Most citizens of Missouri hoped to avoid a secession crisis. Their state was western by its geographic location but largely southern in heritage. Yet a tremendous inflow of immigrants, mostly German who lived around St. Louis, and a growing railway system that connected them to the state of Illinois and the North's free-labor economy, led Missouri toward a different future.
Although seven Southern states left the Union to form the Confederacy by February 1861, Missouri delegates meeting in convention the following March rejected secession. Most of Missouri's citizens desired neutrality, but its Governor Claiborne Jackson favored the south.
When Fort Sumter fell to Confederate attack in April 1861, President Abraham Lincoln called on northern states governors to call up 75,000 troops to restore the Union, but Governor Jackson refused to obey his request.
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Instead, he allowed several pro-secessionist volunteer militia companies to encamp just outside St. Louis, hoping they would seize the Federal arsenal located in the city. As Claiborne secretly negotiated with Confederate authorities in Richmond, many of the pro-Southern militia brazenly displayed southern flags around St. Louis and its outlying cities.
Nathaniel Lyon, a West Point graduate, who was committed to defending his post at the St. Louis Arsenal wanted Missouri to maintain its allegiance to the national government in Washington DC. With a small force of U.S. Army regulars and a large contingent of volunteers (mostly new German immigrants), he seized the initiative by capturing "Camp Jackson," the encampment of loyal southern Missouri militia, on May 10, 1861.
Captain Lyon followed his bloodless coup by marching his pro-southern captives through the crowded streets of St. Louis, a riot soon erupted. His troops fired on the crowd, killing or wounding over one hundred civilians, including women and children.
The "Camp Jackson Massacre" polarized the citizens of Missouri. Most citizens in the countryside would remain loyal to the slave state mentality of the Confederacy, while the citizens in and surrounding the capital of St Louis would remain loyal to the Federal government.
To defend the state, the previously pro-Union legislature created the Missouri State Guard, a county-based militia divided into nine geographic divisions, each headed by a brigadier general. Jackson named Sterling Price, a Mexican War hero and former governor, as a major general to command the State Guard forces now loyal to the Confederacy. As Missouri's white population between the ages of eighteen to forty-five numbered over 100,000, the military potential of the State Guard was considerable.
The Mysterious Life of Wild Bill Hickok
Having been from a family abolitionist, James Hickok, also known as "Wild Bill," was the only member of his family to serve in the Union ranks. Early in the Civil War, he was selected as a scout, because of his great ability to ride a horse.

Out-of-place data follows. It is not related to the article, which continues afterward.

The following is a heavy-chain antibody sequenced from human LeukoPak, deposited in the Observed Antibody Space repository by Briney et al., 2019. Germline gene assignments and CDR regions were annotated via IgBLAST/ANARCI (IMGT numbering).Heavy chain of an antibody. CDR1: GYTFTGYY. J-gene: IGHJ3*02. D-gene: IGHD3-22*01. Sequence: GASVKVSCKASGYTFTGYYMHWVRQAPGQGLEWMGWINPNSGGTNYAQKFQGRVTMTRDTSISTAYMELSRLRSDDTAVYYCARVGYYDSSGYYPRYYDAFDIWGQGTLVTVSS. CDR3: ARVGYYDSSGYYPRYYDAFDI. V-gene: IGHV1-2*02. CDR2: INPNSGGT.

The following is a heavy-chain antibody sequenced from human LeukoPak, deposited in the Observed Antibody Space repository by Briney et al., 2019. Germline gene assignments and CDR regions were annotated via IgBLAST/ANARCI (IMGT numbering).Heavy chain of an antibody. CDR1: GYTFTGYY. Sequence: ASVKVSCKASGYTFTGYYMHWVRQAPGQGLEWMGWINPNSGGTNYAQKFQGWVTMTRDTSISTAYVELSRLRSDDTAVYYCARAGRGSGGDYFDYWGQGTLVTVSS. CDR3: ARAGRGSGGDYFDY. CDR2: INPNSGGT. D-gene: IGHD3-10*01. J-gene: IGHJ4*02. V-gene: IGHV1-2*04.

Hickok spent most of his time behind enemy lines wearing Confederate Uniforms, mainly in Northwest Arkansas after the Union invasion of the state in1862. He fought in the first major action of the American Civil War at the Battle of Wilson's Creek which would be a major Confederate victory.
Wild Bill also fought at the Battle of Pea Ridge in Northwest Arkansas, the largest west of the Mississippi River of the entire war. He would go through four horses on the first day of the battle, one shot out from underneath him, carrying dispatches from Union General Curtis to the front lines.
It was rumored that Hickok was a member of the secret society known as the Red Legs. He was certainly would have qualified for membership in the Red Legs, which included faith in the Union cause, shooting skills, and courage under fire.
Wild Bill graduated from scout to spy from 1862 into 1864. He spied for the Union army, with many of his missions placing him behind rebel lines. Soon after the battle at Pea Ridge, he spent five months traveling with General Price's army of rebels.
Hickok knew of a Confederate soldier named Barnes who had been killed at Pea Ridge, and he convinced a regiment of mounted rangers that he was the dead man's brother. Escaping under a hail of gunfire he would give Union commanders valuable information about Confederate forces in the state of Arkansas.
The truth about Hickok's exploits during the Civil War will never be completely known. His experience in battle during the war gave him an edge over others during his adventures, and the numerous gunfights he participated in after the war ended.
Clavin, Tom. Wild Bill: The True Story of the American Frontier's First Gunfighter. St. Martin's Press. 175 Fifth Avenue, New York, NY. 10010 2019
Cutrer, Thomas W. Ben McCulloch and the Frontier Military Tradition. University of North Carolina Press., Chapel Hill & London., 116 S Boundary St. Chapel Hill, NC 27514. USA 1993
Hess, Earl J. Wilson's Creek Pea Ridge & Prairie Grove. University of Nebraska Press. Lincoln & London. 1111 Lincoln Mall, Lincoln, NE 68508 . USA 2006
This content is accurate and true to the best of the author’s knowledge and is not meant to substitute for formal and individualized advice from a qualified professional.
© 2021 Mark Caruthers